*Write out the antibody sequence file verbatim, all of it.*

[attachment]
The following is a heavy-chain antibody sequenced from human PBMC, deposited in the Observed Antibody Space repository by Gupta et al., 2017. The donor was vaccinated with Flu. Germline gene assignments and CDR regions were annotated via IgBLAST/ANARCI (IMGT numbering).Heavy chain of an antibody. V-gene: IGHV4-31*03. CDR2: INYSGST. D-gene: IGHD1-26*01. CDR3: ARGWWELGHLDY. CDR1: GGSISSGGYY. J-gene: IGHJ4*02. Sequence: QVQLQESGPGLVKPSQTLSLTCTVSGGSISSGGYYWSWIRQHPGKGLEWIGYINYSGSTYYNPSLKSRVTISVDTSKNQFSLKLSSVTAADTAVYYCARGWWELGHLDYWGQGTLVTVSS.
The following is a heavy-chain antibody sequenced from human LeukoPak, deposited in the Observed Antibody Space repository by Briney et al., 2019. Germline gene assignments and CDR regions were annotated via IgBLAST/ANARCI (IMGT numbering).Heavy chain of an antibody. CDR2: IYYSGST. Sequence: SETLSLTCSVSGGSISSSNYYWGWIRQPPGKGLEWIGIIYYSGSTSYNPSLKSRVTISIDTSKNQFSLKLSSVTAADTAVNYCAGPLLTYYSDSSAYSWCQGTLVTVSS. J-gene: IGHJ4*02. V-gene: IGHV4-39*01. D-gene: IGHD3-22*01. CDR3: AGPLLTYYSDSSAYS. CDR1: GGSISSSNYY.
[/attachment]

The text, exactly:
The following is a heavy-chain antibody sequenced from human PBMC, deposited in the Observed Antibody Space repository by Gupta et al., 2017. The donor was vaccinated with Flu. Germline gene assignments and CDR regions were annotated via IgBLAST/ANARCI (IMGT numbering).Heavy chain of an antibody. V-gene: IGHV4-31*03. CDR2: INYSGST. D-gene: IGHD1-26*01. CDR3: ARGWWELGHLDY. CDR1: GGSISSGGYY. J-gene: IGHJ4*02. Sequence: QVQLQESGPGLVKPSQTLSLTCTVSGGSISSGGYYWSWIRQHPGKGLEWIGYINYSGSTYYNPSLKSRVTISVDTSKNQFSLKLSSVTAADTAVYYCARGWWELGHLDYWGQGTLVTVSS.
The following is a heavy-chain antibody sequenced from human LeukoPak, deposited in the Observed Antibody Space repository by Briney et al., 2019. Germline gene assignments and CDR regions were annotated via IgBLAST/ANARCI (IMGT numbering).Heavy chain of an antibody. CDR2: IYYSGST. Sequence: SETLSLTCSVSGGSISSSNYYWGWIRQPPGKGLEWIGIIYYSGSTSYNPSLKSRVTISIDTSKNQFSLKLSSVTAADTAVNYCAGPLLTYYSDSSAYSWCQGTLVTVSS. J-gene: IGHJ4*02. V-gene: IGHV4-39*01. D-gene: IGHD3-22*01. CDR3: AGPLLTYYSDSSAYS. CDR1: GGSISSSNYY.